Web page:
Towards the back of the Record, a full list of race fields at Flemington or Caulfield (or wherever Melbourne's main race meeting was being held that day) was listed, and the results of each race were all displayed on the scoreboard as the afternoon wore on. As a kid I knew nothing of horse racing (and today that is still largely the case) but I used to enjoy making my 'selections' (complete guesses) in the Record and seeing how they would go as the afternoon unfolded.
One of the Record's regular sections that many would today find hard to fathom was the Ampol VFL Football Girl of the Week. Each week an "attractive lass" was photographed in the crowd and her image featured in the following week's edition of the Record. The featured female had only to "identify herself" at VFL House by the following Wednesday and she would win a prize, with the 1977 prizes on offer including:
- "AMPOL super petrol to the value of $20."
- "A shampoo, style and blow wave to the value of $20 by courtesy of EDWARD BEALE.
- "A voucher to the value of $25 worth of jeans from any JUST JEANS shop.
- "A choice of PRUE ACTON fabulous fragrances - 'If' or 'Prue Acton'"
- "A pair of top grade fashionable sunglasses from POLAROID.
The "Girl of the Year" would win a one-week holiday for two staying at the "popular Chevron Paradise Hotel, Surfers Paradise and travelling Ansett - the sporting airline".
I'd be a liar if I denied that, as a 12-year-old flicking though the pages of the Football Record, I would stop and have a little look at that week's "attractive lass". Indeed, I found many of the lasses attractive but it is inarguable that the overwhelming representation of women in the Record in the '70s as objects of desire (as 'Girl of the Week' or a model in an ad) did nothing to help enlighten this young adolescent of the fact that females were capable of doing anything males could do, on and off the field.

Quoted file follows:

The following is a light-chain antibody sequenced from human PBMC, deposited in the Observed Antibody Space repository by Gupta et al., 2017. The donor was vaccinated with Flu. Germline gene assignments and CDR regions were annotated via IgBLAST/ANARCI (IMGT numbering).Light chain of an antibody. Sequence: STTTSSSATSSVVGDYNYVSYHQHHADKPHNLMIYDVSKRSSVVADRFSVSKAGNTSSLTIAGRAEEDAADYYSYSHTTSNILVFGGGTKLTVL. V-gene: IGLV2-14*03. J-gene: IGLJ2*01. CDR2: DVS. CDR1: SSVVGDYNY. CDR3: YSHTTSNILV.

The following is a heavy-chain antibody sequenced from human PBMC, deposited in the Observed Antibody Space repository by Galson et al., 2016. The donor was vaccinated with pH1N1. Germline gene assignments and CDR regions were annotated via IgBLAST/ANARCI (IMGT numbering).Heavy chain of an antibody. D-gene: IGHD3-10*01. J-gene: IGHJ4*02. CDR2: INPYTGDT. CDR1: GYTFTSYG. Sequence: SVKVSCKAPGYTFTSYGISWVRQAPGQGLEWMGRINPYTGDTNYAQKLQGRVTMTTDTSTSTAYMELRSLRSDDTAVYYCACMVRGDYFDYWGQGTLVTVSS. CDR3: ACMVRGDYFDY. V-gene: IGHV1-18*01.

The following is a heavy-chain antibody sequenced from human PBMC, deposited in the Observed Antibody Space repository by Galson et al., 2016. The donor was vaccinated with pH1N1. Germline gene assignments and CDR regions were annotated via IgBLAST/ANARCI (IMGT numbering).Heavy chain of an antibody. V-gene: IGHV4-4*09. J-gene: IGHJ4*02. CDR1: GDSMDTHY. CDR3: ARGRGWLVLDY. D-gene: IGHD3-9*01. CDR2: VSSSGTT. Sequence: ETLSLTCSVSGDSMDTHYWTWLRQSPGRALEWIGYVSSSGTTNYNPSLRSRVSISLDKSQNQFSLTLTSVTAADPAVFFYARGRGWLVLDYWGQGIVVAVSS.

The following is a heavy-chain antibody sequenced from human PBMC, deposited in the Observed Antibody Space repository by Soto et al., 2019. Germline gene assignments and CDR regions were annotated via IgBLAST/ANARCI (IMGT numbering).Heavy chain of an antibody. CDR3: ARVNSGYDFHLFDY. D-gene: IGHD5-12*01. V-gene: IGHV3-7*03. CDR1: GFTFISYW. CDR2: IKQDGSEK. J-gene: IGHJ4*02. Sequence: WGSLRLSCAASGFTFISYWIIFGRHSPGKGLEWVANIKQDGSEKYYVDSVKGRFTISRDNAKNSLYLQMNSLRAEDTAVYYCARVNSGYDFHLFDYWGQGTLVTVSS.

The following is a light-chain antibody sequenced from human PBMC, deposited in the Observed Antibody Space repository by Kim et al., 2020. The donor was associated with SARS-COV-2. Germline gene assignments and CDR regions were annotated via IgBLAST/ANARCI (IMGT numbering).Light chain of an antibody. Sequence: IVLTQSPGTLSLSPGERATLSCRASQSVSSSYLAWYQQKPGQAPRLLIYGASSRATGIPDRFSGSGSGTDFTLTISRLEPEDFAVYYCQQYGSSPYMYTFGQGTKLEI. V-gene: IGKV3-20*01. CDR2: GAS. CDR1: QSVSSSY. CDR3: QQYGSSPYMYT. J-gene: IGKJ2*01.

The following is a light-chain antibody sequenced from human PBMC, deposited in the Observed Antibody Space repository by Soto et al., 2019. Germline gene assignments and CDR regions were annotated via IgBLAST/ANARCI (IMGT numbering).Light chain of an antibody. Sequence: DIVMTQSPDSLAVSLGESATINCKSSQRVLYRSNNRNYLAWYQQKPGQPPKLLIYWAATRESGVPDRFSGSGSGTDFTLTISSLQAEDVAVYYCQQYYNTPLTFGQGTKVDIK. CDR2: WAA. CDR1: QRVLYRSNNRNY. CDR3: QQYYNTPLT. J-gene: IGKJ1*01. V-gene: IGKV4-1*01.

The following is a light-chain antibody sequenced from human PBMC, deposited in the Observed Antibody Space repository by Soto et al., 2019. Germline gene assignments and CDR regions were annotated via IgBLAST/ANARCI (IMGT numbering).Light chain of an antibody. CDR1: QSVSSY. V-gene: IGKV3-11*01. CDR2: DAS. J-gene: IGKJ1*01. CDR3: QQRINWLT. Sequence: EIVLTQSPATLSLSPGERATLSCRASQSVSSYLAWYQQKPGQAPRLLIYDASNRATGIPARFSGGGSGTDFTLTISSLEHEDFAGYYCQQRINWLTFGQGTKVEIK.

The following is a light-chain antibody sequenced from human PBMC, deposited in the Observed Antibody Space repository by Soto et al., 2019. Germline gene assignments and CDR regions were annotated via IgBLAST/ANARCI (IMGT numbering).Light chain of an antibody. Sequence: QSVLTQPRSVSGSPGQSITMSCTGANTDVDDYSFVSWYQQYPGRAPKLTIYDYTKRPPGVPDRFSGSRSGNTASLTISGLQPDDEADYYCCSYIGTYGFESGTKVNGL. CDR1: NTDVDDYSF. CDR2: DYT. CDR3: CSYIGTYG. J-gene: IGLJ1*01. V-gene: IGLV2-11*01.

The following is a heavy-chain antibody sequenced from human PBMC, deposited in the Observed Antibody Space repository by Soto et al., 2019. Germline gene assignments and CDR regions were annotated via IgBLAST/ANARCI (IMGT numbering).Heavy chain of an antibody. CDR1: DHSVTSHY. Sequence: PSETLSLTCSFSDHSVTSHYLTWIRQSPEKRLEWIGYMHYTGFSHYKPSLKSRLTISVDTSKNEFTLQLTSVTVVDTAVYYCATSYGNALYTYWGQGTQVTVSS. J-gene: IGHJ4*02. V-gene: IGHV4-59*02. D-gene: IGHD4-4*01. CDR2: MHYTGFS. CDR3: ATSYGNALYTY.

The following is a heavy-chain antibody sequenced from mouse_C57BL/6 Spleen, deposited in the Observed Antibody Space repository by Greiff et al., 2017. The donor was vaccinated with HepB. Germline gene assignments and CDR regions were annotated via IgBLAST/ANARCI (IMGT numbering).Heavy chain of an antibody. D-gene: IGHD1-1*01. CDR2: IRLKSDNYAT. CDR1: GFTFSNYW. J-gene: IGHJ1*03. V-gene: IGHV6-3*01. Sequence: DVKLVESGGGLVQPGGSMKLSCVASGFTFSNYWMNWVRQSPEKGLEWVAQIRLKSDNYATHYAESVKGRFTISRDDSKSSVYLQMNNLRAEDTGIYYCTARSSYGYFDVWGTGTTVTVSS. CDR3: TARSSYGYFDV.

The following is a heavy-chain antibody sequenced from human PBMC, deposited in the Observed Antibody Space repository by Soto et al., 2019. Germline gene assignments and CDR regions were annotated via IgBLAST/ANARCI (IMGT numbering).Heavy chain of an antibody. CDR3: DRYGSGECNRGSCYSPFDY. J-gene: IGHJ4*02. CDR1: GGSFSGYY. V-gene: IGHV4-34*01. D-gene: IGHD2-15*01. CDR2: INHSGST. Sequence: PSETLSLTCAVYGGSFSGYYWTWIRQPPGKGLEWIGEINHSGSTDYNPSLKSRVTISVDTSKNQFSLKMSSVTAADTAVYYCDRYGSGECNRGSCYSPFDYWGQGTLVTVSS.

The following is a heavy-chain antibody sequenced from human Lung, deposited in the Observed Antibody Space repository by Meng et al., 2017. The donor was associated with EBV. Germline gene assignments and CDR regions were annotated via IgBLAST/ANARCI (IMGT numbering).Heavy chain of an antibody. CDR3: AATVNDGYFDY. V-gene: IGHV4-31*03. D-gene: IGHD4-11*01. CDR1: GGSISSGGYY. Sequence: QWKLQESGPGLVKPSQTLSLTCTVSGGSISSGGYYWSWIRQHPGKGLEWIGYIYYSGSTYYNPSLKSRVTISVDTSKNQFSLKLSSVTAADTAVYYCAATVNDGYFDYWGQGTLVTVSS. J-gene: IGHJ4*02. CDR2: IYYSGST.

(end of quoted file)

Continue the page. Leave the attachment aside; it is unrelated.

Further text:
Thankfully, we've come a long way in 40 years - perhaps not as far as we need to, but the inauguration of AFL Women's competition and the appointment of Peggy O'Neal to the Richmond Football Club presidency provides today's 12-year-olds with a clear demonstration of the fact that a girl's role is not just to be a pretty face on page 17 of the Footy Record.
While the Record maintained an 8" by 5" black-and-white format in the home-and-away season, the finals saw it expand to full magazine size with a glossy colour wrap-around cover. The Grand Final edition even featured a glossy colour centrefold - albeit nothing more exciting than an ad for Marlboro cigarettes!
The VFL thought they had produced their last edition of the Record for 1977 by the time Grand Final day came around - but they were wrong. Former Richmond coach Tom Hafey looked to have taken his new side Collingwood from a wooden spoon in 1976 to a premiership a only a year later when the Magpies led by 27 points at three-quarter time. But Ron Barassi's North Melbourne rallied in the final quarter to force a draw, only the second in a Grand Final in VFL history. Just as the Pies and Roos did, Football editor Alan McKenzie and his team had to regroup and do it all again in time for the following Saturday.
Much has changed in 40 years, but some things remain as they were. For me, the ritual of walking from station to footy ground and collecting a copy of the Footy Record remains the same. The name has changed to the AFL Record, the format as large and glossy and the price is certainly no longer 20 cents. But while the smell of newsprint is long gone, the excitement of opening up the Record and scanning through your team's player list as you wait for the big game to start is the same for me now as it was when I was 12 in 1977.
1. Two forms of bet were introduced. The first allowed punters to select the highest and lowest scoring team of the round (with this option interestingly also available for the VFA completion), and the second - and by far the most difficult - of the two invited bettors to guess the exact score of a nominated game each week, usually the match played at VFL Park.